Guest Blog from Chef Ann, the Renegade Lunch Lady: Salad Bars—Not Just for Restaurants

A few years ago, a reporter asked me what was the one thing schools could do to improve school lunch. I said, “Start a salad bar program.” It’s a great way to provide children with daily access to delicious fresh fruits and vegetables.

In 2010, my nonprofit Food Family Farming Foundation (F3) teamed up with Whole Foods Market to create the Great American Salad Bar Project. The goal was to provide free salad bars to school districts. As we worked to make this happen, I encountered a lot of naysayers:

“Children won’t eat vegetables!”

“The kids will contaminate the food!”

“It’s too expensive!”

“It’ll be a big mess!”

The truth is that a salad bar is an easy, fun way to help children learn to love fresh fruits and vegetables. A child’s palette develops as she grows, and she can develop a taste for fresh corn and crispy lettuce as easily as she can for corn chips and crispy treats. Salad bars are also cost-effective solutions that fulfill the USDA’s new guidelines for increased fresh produce.

That first year we provided 564 salad bars to schools, and the project grew into Let’s Move Salad Bars to Schools, which is affiliated with Michelle Obama’s “Let’s Move!” initiative. Together with our partners – the Whole Kids Foundation, the United Fresh Foundation, and the National Fruit and Vegetable Alliance – we have provided 2,380 schools with salad bars. 

The response has drowned out the naysayers:

I was initially concerned that we would have to persuade kids to take fresh fruits and vegetables from the bar, but we’ve actually had to do the opposite;For example, when we saw a girl walking away with 1 ½ pints of cherry tomatoes, we had to assure her that the salad bar was here to stay. If she really liked cherry tomatoes, we told her, she could have some more another day.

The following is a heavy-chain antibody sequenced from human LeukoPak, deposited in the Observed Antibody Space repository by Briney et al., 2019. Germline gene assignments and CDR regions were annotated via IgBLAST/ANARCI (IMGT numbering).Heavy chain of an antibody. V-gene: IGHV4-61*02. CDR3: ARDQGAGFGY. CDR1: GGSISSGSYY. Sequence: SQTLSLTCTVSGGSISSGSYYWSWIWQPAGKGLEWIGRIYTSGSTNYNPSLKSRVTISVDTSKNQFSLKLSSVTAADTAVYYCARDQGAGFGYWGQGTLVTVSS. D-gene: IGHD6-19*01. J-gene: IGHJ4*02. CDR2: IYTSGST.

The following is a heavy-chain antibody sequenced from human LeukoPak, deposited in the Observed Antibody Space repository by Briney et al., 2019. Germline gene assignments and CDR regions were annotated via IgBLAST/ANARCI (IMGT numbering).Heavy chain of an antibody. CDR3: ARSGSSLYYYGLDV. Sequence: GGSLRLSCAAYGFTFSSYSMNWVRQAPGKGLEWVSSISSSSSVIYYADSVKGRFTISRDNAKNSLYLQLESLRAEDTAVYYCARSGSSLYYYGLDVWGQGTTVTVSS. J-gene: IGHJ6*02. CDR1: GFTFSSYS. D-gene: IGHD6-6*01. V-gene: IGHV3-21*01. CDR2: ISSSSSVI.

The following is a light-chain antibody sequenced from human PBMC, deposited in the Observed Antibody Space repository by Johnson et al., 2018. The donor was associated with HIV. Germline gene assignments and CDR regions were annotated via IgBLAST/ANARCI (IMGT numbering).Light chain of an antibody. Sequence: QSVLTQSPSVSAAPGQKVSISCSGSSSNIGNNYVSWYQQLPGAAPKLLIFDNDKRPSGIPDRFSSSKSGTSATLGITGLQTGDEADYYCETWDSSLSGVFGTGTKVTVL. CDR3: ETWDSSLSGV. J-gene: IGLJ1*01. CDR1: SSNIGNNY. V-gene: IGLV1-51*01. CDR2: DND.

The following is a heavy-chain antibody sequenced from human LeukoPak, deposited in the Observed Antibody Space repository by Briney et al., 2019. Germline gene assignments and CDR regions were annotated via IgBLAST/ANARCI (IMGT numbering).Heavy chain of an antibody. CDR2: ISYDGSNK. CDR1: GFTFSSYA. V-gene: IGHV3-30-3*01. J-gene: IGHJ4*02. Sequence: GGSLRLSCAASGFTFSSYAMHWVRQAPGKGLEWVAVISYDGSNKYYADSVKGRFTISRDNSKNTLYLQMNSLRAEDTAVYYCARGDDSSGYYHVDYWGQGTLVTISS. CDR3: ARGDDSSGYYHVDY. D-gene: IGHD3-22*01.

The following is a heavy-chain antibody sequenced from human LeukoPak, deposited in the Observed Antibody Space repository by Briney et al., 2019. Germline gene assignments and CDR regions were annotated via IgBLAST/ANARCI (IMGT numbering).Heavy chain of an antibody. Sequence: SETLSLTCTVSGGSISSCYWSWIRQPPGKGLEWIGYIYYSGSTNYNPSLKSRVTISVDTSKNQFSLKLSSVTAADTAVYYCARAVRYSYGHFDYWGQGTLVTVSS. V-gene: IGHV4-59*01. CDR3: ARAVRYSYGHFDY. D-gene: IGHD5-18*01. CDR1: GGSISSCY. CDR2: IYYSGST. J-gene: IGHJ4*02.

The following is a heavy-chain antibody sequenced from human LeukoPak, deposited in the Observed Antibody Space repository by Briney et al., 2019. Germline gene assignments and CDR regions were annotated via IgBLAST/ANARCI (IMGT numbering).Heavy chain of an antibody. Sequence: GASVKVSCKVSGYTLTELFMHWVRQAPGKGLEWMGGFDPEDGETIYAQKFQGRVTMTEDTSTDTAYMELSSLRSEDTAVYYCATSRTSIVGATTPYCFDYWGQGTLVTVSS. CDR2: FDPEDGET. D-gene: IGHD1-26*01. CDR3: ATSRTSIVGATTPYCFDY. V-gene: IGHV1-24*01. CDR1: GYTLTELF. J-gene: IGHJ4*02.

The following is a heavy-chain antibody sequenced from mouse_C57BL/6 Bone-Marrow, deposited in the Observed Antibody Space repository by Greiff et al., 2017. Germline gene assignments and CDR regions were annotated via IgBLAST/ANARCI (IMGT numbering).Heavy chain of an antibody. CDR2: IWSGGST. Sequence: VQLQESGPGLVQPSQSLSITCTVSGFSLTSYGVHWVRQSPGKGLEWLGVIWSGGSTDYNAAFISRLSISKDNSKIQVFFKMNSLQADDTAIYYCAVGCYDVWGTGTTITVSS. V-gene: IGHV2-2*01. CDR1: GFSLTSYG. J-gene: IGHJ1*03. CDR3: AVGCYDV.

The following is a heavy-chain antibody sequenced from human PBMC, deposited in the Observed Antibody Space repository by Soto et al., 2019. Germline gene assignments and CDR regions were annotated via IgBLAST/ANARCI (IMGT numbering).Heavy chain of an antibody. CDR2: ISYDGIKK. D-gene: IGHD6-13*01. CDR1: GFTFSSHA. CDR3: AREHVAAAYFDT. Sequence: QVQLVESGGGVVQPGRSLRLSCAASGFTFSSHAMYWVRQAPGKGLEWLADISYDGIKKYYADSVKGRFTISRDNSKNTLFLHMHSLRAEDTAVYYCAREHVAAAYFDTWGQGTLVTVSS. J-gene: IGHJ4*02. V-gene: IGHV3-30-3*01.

-Brian Giles, Director of Food Services, Houston Independent School District, TX

We have been able to use the salad bars as an educational tool to expose students to vegetables that they may not be used to seeing at home on a regular basis. We have been pleasantly surprised to see an increase in consumption of certain vegetables that you might not think would be kid favorites, such as chickpeas, spinach, and beets.

- Sarah Maver, RN, School Wellness Dietician, New Have Public Schools, CT

Many of our students live in "food deserts" where there is not access to fresh fruits and vegetables. Our salad bar gives these students the opportunity to have fresh produce -- such as romaine lettuce, grape tomatoes, sugar snap peas, kiwis, and globe grapes -- every day.  After adding salad bars to every school, we have not only seen an improvement in our students' overall physical health (BMIs in Cincinnati Public Schools have been decreasing each year), but we have also seen an improvement in our students' attitudes about school lunch.  

- Jessica Shelly, Food Services Director, Cincinnati Public Schools, OH

This year, Let’s Move Salad Bars to Schools and the Whole Kids Foundation is embarking on Salad Bar Nation, a campaign to provide 2013 schools with salad bars. School districts that would like to receive a salad bar grant can apply here.

F3 also helps schools with our The Lunch Box Salad Bar Guide. The guide help schools with operations, such as logistics and purchasing, and it shows how to promote salad bars through “Rainbow Days” and taste tests.

The guide, along with other salad bar resources, is available on F3’s free online site The Lunch Box – Healthy Tools for All Schools. There is no reason why every school in the country can’t have a salad bar. And all of us at F3 won’t stop until we make that happen!

Chef Ann Cooper, aka “The Renegade Lunch Lady,” has worked in school food for over 15 years. Currently the director of nutrition services at Boulder Valley School District in Colorado, she is also the president and founder of the Food Family Farming Foundation (F3). You can connect with Chef Ann at her website www.chefann.com.

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